Profile on ECE Professor Duygu Kuzum

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Duygu Kuzum, Ph.D.

Associate Professor of Electrical and Computer Engineering

By Xochitl Rojas-Rocha, Senior Writer, Qualcomm Institute

 

At birth, the brain is full of potential. The mind grows and learns, weaving new connections that can grow stronger or weaker, or even repair themselves over time. It filters out background noise and distractions when it desires focus, and can instantly recognize familiar faces and objects, even in different settings.

 

Duygu Kuzum, an associate professor in UC San Diego’s Electrical and Computer Engineering (ECE) Department, says this is how she would like computers to be — adaptive, flexible and effective. Her lab is taking inspiration directly from the brain to create more efficient, less energy-hungry computers and electronic brain interfaces that could advance our understanding of brain functions and neural disorders.  

 

Kuzum heads the ECE Department’s Neuroelectronics Group, a small team of students and visiting researchers working at the intersection of neuroscience and electrical engineering. Born and raised in Ankara, Turkey, Kuzum’s interest in science began in childhood. She remembers breaking apart her toys and trying to repair them out of sheer curiosity about their inner mechanisms. Once, she tried to manipulate plastics and toy parts into a device that would let her listen to a heartbeat better.

 

“It didn’t work, in the end,” she said, laughing.

 

Kuzum’s future endeavors were more promising. After completing her undergraduate degree in Ankara, she pursued a Ph.D. in Electrical Engineering at Stanford University and a postdoctoral fellowship in Bioengineering at the University of Pennsylvania. In 2014, she was included in the MIT Technology Review’s “Innovators under 35,” and four years later, both the National Institutes of Health and the National Science Foundation recognized her with awards.

 

The research that has been the driving force behind these honors is at the forefront of Kuzum’s current work. When she made the switch to neuroelectronics, she was in the process of developing faster, better-performing transistors and becoming increasingly aware that the technology would soon reach its limit. She looked for inspiration elsewhere.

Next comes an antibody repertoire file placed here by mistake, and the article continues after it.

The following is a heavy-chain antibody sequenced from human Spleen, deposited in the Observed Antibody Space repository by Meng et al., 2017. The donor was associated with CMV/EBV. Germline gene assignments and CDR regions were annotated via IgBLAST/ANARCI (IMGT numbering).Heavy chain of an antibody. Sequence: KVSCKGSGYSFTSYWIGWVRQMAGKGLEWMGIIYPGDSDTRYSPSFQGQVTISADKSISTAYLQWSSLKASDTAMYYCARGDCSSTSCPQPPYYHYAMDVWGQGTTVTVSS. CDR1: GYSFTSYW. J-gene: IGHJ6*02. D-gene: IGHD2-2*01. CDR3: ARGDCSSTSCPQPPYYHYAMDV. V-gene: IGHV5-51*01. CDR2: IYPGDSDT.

“In life, what type of computations do we perform? The brain is also a computer, but it’s very different from a digital computer. The major difference is that electronic computers are rigid, fixed; they are designed around principles and you do not really reconfigure them,” said Kuzum.

 

Brains, on the other hand, are generally more adaptive and energy-efficient than digital computers, and more tolerant of ambiguity. Brains store and process information in one location, whereas digital computers expend valuable energy shuttling data from storage to their processing centers. Computers can also only form binary “on” or “off” connections, while brains build synapses that can range in strength, like having multiple channels set at different volumes. Kuzum and her team hope that by redesigning electronic networks to mimic neural networks, they can contribute not only to “smarter” computers, but to a more nuanced and in-depth understanding of the very organ that inspires them.

For instance, Kuzum’s technology could one day help scientists and doctors identify the exact connections that misfire during a seizure. Today’s methods of locating these errors typically offer a look at a single neuron. In a system as vast and interconnected as the brain, this provides a mere snapshot of a much larger situation. Yet with a tiny, transparent neural implant from Kuzum’s team, researchers could record the brain’s electrical activity and image hundreds to thousands of neurons simultaneously. Such insight could eventually advance treatments and even cures for neural disorders like epilepsy.

 

“As an engineer, what I really care about is making, breaking, and fixing things and doing something really useful,” said Kuzum. Her proudest accomplishment to date is not winning a prestigious award, but pioneering the work that could aid her fellow human beings and bring light to one of the body’s most mysterious organs.